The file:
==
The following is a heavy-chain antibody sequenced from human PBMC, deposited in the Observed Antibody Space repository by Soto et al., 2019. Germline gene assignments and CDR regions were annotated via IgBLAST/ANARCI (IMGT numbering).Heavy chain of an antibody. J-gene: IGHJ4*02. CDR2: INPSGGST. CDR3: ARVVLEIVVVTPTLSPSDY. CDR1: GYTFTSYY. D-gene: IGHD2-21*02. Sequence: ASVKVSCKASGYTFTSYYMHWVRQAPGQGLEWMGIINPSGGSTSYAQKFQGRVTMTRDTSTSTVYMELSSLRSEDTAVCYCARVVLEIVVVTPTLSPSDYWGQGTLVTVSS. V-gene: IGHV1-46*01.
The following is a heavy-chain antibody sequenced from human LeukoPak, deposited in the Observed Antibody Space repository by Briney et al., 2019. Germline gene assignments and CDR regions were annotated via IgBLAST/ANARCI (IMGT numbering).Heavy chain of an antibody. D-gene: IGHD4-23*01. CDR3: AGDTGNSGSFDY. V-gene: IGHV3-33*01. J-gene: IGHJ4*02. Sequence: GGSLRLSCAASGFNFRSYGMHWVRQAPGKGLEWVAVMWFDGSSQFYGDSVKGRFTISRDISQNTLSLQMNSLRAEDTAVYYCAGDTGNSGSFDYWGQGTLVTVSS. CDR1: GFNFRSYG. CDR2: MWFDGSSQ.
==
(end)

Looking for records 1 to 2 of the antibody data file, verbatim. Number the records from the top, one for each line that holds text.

The following is a heavy-chain antibody sequenced from human PBMC, deposited in the Observed Antibody Space repository by Soto et al., 2019. Germline gene assignments and CDR regions were annotated via IgBLAST/ANARCI (IMGT numbering).Heavy chain of an antibody. J-gene: IGHJ4*02. CDR2: INPSGGST. CDR3: ARVVLEIVVVTPTLSPSDY. CDR1: GYTFTSYY. D-gene: IGHD2-21*02. Sequence: ASVKVSCKASGYTFTSYYMHWVRQAPGQGLEWMGIINPSGGSTSYAQKFQGRVTMTRDTSTSTVYMELSSLRSEDTAVCYCARVVLEIVVVTPTLSPSDYWGQGTLVTVSS. V-gene: IGHV1-46*01.
The following is a heavy-chain antibody sequenced from human LeukoPak, deposited in the Observed Antibody Space repository by Briney et al., 2019. Germline gene assignments and CDR regions were annotated via IgBLAST/ANARCI (IMGT numbering).Heavy chain of an antibody. D-gene: IGHD4-23*01. CDR3: AGDTGNSGSFDY. V-gene: IGHV3-33*01. J-gene: IGHJ4*02. Sequence: GGSLRLSCAASGFNFRSYGMHWVRQAPGKGLEWVAVMWFDGSSQFYGDSVKGRFTISRDISQNTLSLQMNSLRAEDTAVYYCAGDTGNSGSFDYWGQGTLVTVSS. CDR1: GFNFRSYG. CDR2: MWFDGSSQ.